The CIA agent who became a visionary art collector

All the while, as he acquired, Baker was also an amateur, fitting into a vibrant cultural scene. He started off one of the most charming anecdotes in his journals, from 1959 or 1960, with a bit of gossip, social observation, and staging.

“Sir. [Robert] Scull [a notable collector] sent his Cadillac to Manhattan with his personal driver to pick up a group of us from the Leo Castelli Gallery, ”he wrote. “Illeana, Leo’s wife, is sick and hospitalized. An attractive young French woman was Leo’s partner for the evening ”(Baker, Oct 16, 52 — May 56. MoMA Archives, NY).

As the night wore on, the performers and arrived late in the latter’s white Jaguar. Baker spoke to Johns – who has championed the work of – and then chatted with Margaret Scolari Barr (wife of MoMA’s first director Alfred H. Barr) about when Gary Cooper met. Dinner that night included Rock Cornish guinea fowl, salad, champagne and strawberries with whipped cream. was present, as was his mistress, Ruth. Baker was brought back from East Hampton to the city with Johns and Rauschenberg in the Jaguar.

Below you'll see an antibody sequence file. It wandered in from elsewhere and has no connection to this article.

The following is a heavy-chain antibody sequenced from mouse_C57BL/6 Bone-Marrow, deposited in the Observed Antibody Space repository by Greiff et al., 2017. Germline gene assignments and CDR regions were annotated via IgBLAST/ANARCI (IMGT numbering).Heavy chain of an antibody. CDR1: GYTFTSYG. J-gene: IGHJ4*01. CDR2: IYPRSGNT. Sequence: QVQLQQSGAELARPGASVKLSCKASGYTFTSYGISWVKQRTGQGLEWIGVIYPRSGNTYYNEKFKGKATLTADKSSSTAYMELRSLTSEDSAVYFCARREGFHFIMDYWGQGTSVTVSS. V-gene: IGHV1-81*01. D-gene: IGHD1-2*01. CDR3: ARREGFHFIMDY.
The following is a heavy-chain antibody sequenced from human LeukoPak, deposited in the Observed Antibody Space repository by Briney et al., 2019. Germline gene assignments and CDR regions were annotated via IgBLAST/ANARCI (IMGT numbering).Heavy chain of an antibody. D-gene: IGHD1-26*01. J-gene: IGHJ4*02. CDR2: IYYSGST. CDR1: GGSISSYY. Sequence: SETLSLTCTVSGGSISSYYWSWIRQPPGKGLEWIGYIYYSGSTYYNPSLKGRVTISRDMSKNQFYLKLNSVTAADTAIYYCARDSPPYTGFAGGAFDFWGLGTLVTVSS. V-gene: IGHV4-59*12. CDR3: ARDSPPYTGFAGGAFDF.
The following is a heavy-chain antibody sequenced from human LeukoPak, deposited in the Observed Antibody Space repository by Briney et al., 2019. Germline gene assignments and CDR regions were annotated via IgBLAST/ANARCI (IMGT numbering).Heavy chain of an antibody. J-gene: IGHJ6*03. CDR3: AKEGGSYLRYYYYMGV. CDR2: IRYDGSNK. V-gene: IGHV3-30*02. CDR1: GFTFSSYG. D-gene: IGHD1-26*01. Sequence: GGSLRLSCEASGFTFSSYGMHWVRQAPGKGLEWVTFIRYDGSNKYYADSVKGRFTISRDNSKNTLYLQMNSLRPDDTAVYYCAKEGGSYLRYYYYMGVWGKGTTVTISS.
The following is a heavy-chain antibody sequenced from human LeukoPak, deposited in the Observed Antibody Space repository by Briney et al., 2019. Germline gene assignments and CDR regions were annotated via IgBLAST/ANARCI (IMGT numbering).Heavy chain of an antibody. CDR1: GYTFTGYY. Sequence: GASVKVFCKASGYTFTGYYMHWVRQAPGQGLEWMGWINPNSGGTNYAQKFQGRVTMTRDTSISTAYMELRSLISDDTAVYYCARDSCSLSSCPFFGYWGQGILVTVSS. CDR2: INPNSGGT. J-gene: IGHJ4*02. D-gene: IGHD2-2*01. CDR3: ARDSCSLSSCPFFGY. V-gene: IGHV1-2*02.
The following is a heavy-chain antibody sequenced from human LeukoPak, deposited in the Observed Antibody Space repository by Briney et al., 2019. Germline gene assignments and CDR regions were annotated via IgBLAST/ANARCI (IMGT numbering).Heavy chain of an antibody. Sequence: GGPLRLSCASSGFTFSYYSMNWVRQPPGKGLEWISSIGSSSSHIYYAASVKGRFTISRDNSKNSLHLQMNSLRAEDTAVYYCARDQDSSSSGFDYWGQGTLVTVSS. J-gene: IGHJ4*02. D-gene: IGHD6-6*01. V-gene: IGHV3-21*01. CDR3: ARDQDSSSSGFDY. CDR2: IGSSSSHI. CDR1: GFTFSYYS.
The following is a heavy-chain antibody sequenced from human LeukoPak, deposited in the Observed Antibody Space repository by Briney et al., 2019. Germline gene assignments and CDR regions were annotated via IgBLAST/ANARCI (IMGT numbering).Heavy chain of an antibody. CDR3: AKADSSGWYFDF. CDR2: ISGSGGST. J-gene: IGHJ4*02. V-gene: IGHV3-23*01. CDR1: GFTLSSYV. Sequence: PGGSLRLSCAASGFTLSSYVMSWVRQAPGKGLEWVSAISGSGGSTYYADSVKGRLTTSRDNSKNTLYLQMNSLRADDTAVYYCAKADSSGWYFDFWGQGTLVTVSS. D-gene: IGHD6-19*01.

The story doesn’t just play on voyeurism and nostalgia for the art world, it captures a moment on the cusp of a radical shift from abstract expressionism to a new pop aesthetic. It’s easy to read Baker’s diary entry – and his gravitation towards Rauschenberg and Johns instead of Kline and Kooning – and imagine a world prepared for the rise of Warhol, who launched his series “Campbell’s Soup Cans “a few years later, in 1962 The popular image of the artist quickly transformed, as Baker captured it perfectly in his description of Rauschenberg’s luxurious car and his public relationship with Johns.

Baker’s ideas also spread to classrooms and art studios. He studied painting with it, eventually realizing that his skills lay not in crafting, but in medium. He shared coffee and cookies with, commenting on the economics of his work and his home. He relished all his interactions with artists; all his visits to galleries and museums with Stankiewicz and.

Norma D. Ross